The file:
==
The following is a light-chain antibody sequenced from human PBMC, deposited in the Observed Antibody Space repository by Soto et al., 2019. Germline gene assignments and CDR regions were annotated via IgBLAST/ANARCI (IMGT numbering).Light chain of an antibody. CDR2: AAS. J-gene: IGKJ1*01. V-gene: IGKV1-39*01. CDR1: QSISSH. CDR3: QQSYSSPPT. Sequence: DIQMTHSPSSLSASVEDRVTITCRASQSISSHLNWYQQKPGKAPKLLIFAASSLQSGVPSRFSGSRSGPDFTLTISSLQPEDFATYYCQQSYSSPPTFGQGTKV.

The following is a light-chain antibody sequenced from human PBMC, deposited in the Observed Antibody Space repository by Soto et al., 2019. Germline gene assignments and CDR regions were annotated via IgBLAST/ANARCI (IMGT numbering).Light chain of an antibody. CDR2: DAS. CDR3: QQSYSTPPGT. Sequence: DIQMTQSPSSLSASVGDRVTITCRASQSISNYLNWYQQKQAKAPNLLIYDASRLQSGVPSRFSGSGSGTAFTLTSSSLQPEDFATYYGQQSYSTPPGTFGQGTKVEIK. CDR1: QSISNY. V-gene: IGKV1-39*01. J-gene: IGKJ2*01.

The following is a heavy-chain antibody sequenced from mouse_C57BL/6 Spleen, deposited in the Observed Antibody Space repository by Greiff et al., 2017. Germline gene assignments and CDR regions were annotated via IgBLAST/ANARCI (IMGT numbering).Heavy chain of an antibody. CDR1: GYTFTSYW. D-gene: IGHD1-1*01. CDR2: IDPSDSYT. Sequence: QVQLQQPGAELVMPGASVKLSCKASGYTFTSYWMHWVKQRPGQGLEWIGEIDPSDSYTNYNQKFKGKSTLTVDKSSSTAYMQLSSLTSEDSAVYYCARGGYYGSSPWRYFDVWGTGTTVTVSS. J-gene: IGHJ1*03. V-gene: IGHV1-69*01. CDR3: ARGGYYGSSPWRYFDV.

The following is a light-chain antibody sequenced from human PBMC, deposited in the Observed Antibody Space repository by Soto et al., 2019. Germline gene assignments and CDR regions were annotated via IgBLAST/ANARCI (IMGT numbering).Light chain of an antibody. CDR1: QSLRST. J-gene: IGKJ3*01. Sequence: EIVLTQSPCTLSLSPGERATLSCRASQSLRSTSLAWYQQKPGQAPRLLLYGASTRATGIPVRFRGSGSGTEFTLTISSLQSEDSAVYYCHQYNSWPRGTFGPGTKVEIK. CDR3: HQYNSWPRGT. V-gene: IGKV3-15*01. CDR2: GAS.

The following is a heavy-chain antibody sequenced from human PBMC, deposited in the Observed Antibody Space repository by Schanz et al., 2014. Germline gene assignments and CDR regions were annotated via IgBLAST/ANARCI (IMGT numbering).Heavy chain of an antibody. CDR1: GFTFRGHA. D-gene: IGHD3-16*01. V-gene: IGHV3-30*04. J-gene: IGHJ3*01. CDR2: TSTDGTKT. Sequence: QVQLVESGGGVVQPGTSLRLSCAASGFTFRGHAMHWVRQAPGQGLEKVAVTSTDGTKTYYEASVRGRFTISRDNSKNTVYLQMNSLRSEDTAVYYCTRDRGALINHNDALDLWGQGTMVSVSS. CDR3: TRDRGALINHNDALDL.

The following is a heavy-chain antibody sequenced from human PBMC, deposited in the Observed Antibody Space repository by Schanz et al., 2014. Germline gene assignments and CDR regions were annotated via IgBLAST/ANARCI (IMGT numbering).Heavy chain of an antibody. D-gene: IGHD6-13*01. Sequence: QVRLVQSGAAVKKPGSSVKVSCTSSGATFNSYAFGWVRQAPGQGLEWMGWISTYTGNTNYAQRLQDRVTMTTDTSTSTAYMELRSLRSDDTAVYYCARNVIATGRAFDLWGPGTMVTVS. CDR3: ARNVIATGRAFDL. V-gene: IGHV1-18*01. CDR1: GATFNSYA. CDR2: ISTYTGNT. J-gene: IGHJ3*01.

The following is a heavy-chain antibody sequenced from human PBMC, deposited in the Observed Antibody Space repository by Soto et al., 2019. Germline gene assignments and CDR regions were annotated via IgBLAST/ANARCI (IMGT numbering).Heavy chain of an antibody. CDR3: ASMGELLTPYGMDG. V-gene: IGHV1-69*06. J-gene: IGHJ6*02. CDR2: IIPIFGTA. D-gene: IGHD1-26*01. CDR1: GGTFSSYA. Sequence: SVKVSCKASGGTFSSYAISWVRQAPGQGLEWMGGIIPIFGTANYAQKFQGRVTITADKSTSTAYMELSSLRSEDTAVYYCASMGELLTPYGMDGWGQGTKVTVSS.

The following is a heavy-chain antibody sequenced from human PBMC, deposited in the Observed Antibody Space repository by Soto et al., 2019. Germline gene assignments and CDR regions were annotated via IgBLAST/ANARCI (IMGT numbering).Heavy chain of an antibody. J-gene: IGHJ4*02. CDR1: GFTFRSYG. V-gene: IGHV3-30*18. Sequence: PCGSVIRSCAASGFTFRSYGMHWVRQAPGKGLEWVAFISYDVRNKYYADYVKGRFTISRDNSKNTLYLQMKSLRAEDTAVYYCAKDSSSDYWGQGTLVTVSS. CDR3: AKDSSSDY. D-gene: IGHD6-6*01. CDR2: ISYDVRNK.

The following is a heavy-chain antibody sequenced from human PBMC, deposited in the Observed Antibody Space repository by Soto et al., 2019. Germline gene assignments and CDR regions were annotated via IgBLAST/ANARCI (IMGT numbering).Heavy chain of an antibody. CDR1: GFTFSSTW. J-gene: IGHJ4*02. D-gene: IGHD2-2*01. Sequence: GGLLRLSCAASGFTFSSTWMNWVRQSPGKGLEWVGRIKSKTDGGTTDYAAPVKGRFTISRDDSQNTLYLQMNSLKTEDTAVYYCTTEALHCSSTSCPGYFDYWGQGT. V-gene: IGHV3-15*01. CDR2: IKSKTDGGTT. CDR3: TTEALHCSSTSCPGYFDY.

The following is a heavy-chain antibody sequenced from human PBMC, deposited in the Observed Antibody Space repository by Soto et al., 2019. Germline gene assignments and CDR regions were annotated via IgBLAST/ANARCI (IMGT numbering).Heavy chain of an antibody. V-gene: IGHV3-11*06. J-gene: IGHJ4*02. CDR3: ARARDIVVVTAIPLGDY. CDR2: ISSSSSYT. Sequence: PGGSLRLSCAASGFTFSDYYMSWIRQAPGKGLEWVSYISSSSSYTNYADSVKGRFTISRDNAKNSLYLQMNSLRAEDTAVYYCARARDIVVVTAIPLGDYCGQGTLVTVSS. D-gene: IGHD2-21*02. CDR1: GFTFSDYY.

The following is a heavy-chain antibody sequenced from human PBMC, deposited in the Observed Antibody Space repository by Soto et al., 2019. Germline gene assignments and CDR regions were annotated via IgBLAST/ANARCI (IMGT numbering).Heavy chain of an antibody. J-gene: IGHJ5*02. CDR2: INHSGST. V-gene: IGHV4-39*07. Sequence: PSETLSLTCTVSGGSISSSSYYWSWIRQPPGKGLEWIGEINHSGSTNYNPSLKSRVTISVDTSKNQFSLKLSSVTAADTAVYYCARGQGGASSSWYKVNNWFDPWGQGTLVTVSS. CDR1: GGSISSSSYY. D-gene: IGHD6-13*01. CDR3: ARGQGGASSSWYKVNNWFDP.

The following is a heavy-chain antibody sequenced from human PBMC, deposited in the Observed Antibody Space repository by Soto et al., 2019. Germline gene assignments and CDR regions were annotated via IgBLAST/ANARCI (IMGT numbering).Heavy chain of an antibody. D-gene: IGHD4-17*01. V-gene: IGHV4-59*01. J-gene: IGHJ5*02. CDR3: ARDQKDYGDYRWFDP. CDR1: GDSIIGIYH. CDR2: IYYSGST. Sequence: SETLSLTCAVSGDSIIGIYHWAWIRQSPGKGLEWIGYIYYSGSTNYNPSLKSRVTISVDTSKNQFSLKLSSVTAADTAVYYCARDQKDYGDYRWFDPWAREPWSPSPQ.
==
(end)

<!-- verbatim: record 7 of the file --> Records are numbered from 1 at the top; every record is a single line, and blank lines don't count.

The following is a heavy-chain antibody sequenced from human PBMC, deposited in the Observed Antibody Space repository by Soto et al., 2019. Germline gene assignments and CDR regions were annotated via IgBLAST/ANARCI (IMGT numbering).Heavy chain of an antibody. CDR3: ASMGELLTPYGMDG. V-gene: IGHV1-69*06. J-gene: IGHJ6*02. CDR2: IIPIFGTA. D-gene: IGHD1-26*01. CDR1: GGTFSSYA. Sequence: SVKVSCKASGGTFSSYAISWVRQAPGQGLEWMGGIIPIFGTANYAQKFQGRVTITADKSTSTAYMELSSLRSEDTAVYYCASMGELLTPYGMDGWGQGTKVTVSS.